If you think the wonder world of unknown fishes exists only in the dark trenches of the deep sea, you may be wrong. There are umpteen fishes and other aquatic creatures which live below the surface of the earth in groundwater tables often moving through the small cervices of the stones under earth’s surface.
Like their counter parts in the deep sea, these shy fishes rarely come out to light, so our knowledge is very much restricted about this hidden aquatic biodiversity. A recent study sheds some light into these lesser known subterranean fishes in India.
Horaglanis and Kryptoglanis - the Enigmatic fish genus of Western Ghats
|Horaglanis Krishnai, The Indian blind catfish|
The members of the Horaglanis genus appear to have a prominent mouth at the anterior terminus of the head and transparent skins which reveals the blood vessels. One of the most noticeable feature is the pectoral fin changing into a vestigial bud and the terminal positioning of the anterior nostrils.
Interestingly, the fishes which were observed in laboratory conditions were found to be able to raise their heads up and down with the help of hinges at the Pharyngeal region( photo (a)). This is no mean feat since such an ability is absent in known fish species.
Two species of Horaglanis have been reported from India- H. Krishnai and H alikunhi, both from Kerala. H. Krishnai is distinct with its 23 fin-rays in the dorsal fin and the 16 fin-rays in the anal fin. Another species which is considered as H. inquirenda or species which is yet to identified, is also known and was reported from Kerala recently. This organism has the 20 fin-rays on its dorsal fin and the 15 fin-rays in the anal fin as their distinguishing marks visibly.
Kryptoglanis – a new genus to the world of subsurface fishes
A new study has added Kryptoglanis, an unreported genus among catfishes to the acquatic fauna of India recently. Known as Middu in regional Malayalam, the first identified member of the genus is K. Shajii, spotted in Kerala.
Members of Kryptoglanis genus can be identified with the absence of dorsal fin and the presence of barbels including the barbell pair on their nose. They have smaller subcutaneous eyes. Other facial features include superior mouth and a projecting lower jaw. They are reported to have fan like pectoral fins and a long based anal fin which is confluent with caudal fin. The caudal fin of the fishes in these species has less than eight fin-rays.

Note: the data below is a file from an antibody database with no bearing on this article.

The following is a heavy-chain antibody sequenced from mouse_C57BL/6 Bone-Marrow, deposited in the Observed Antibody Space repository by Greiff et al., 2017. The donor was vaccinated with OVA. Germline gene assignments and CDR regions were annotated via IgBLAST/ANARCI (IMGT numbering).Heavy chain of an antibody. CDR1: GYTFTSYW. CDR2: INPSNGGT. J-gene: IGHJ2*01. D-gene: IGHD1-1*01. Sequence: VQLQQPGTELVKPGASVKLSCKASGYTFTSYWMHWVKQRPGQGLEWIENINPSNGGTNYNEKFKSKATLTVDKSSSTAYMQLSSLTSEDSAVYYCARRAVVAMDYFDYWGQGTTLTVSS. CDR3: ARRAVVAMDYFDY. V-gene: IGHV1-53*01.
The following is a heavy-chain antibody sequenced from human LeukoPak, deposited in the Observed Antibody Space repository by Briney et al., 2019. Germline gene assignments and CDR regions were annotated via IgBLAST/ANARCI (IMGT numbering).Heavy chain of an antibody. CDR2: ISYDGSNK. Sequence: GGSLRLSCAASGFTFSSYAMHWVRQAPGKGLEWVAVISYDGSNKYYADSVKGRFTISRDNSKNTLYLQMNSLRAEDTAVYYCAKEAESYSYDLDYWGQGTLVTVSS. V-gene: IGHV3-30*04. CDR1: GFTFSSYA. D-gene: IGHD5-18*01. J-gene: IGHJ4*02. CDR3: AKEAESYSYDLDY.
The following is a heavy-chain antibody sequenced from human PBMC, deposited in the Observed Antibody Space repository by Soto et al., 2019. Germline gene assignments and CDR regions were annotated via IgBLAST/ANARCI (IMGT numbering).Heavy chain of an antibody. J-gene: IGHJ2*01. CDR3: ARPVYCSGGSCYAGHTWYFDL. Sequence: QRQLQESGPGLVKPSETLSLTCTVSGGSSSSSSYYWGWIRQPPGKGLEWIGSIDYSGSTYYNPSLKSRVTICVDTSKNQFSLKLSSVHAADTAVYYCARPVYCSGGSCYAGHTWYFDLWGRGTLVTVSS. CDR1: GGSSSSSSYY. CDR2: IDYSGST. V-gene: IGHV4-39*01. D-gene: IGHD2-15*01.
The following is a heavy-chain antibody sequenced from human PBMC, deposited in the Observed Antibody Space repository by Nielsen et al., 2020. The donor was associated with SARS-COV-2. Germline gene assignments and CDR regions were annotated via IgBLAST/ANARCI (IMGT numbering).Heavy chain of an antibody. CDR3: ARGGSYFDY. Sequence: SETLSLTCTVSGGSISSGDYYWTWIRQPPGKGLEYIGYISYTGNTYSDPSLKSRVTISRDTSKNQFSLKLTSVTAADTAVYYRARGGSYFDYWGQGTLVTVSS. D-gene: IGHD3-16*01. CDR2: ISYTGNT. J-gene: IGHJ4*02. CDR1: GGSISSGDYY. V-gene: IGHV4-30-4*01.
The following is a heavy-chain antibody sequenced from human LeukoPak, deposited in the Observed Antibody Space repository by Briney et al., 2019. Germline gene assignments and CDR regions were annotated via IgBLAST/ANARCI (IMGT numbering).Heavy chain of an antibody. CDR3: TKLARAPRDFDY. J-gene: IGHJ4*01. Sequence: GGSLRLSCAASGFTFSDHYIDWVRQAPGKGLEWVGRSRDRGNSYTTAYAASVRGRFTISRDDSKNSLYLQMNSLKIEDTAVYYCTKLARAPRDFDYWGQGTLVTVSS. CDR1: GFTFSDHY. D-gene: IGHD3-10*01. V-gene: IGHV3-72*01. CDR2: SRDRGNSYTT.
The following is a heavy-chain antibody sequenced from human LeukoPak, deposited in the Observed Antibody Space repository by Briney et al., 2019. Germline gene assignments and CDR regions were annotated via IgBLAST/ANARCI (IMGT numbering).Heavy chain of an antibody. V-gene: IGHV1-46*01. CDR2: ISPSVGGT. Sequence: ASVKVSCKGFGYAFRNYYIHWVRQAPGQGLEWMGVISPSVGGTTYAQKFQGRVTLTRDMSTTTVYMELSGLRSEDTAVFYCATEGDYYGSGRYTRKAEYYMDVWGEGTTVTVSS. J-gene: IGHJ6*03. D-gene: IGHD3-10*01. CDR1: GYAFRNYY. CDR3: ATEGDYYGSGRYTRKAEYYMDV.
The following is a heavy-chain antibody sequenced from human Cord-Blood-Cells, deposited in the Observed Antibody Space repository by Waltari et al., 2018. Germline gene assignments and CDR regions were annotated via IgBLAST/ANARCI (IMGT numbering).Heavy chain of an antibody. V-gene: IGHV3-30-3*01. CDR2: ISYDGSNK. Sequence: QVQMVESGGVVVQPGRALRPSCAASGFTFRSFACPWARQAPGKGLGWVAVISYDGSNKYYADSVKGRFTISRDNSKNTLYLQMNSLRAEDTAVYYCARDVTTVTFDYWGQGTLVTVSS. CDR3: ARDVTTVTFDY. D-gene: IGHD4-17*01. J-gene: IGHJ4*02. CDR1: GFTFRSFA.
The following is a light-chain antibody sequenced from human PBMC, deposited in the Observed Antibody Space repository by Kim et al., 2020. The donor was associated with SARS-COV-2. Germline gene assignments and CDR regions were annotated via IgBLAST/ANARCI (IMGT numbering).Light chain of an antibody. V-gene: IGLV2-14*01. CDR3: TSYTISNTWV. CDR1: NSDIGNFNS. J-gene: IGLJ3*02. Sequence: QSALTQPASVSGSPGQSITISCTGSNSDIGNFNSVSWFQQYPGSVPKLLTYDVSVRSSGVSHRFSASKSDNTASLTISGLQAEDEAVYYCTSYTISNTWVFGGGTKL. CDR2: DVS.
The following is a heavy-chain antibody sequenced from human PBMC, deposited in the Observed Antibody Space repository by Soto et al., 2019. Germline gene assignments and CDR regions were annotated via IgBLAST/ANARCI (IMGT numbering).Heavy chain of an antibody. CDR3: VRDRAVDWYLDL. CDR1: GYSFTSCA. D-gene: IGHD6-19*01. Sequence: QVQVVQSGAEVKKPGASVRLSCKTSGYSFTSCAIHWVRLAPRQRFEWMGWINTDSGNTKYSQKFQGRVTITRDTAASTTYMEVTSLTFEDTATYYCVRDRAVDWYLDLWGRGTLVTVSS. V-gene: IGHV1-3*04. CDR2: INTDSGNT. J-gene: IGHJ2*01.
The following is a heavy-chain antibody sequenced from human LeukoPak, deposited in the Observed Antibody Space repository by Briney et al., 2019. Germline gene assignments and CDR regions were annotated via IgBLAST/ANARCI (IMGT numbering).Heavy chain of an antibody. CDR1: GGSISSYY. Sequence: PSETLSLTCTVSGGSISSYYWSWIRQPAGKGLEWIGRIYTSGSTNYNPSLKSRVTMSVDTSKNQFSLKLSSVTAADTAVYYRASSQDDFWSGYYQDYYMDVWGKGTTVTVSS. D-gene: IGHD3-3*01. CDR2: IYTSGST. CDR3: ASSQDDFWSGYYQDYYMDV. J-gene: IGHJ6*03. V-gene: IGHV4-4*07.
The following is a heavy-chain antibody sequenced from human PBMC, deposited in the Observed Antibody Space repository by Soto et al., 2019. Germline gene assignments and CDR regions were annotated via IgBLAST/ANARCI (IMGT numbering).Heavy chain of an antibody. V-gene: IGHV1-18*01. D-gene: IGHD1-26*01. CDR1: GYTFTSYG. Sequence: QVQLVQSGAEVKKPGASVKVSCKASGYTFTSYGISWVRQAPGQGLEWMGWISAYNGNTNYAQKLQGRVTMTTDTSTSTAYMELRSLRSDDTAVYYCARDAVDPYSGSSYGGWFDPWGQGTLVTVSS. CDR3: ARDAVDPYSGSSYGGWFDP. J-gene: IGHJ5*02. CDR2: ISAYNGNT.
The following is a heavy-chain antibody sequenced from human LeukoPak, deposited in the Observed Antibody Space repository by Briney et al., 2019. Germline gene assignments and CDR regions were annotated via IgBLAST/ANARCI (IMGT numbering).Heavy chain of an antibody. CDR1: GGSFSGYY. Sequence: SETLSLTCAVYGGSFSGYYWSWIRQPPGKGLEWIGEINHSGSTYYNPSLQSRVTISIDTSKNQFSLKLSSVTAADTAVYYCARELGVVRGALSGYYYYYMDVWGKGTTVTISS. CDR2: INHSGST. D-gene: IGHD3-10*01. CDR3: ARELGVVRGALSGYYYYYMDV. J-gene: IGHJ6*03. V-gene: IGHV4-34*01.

The second species identified from this genus is yet to be christened officially.
Common features of aquatic creatures in subsurface ecosystems
All of these fishes have certain common characters including the absence of eyes and body pigmentation and can be found only in wells that are connected with underground water channels.
They lack of hard structures like spines or fin is a unique characteristic of these fishes that helps their movements through narrow rock cuts. Moreover, they show photophobia or fear for light - and like to stay in darker places. Since their skin is transparent, cat fishes of Horaglanis and Kryptoglanis genus have red colour. However the former changes their colour within hours of continuous exposure to bright sunlight.
An earthworm like fish found from the similar ecosystem which belongs to Monopterus digressus is a typical example for the adapted physical characteristics for living inside congested stone cracks. No eyes, no fin elements, but just a membranous caudal fin tip. Body of Monopterus digressus is sub-cylindrical with no scales.
Experts suggest that such catfishes occur more in springs along the segmented valleys and wetlands in laterite foot hills distributed along the western periphery of Western Ghats. Based on their field experience, experts point out that artificial wells located on laterite hill slopes close to a wetland are places where there is a high chance of finding these enigmatic creatures. The lateritic geography under the earth surface here helps these creatures to move through narrow cavities in laterite stones.
Possible sub-surface ecosystem in Western Ghats?
New reports have spotted Horaglanis species even from 90 km away from the place where it was first spotted, indicating the presence of the fish along a larger area. Similarly, the new study also brings in the second report of M digressus, this time 115 km away from the first locality.
Though it is high time to jump into conclusions, the indications are enough reasons to believe that a sub surface ecosystem exist in the Western Ghats which spreads through a larger area and is almost impossible to explore due to its subterranean nature.
Now watch a pair of Monopterus digressus in action after the break.
What Makes Kryptoglanis different from other similar fishes?
(Photo Courtesy: Current Science Journal, Video Courtesy: Zoological Survey of India)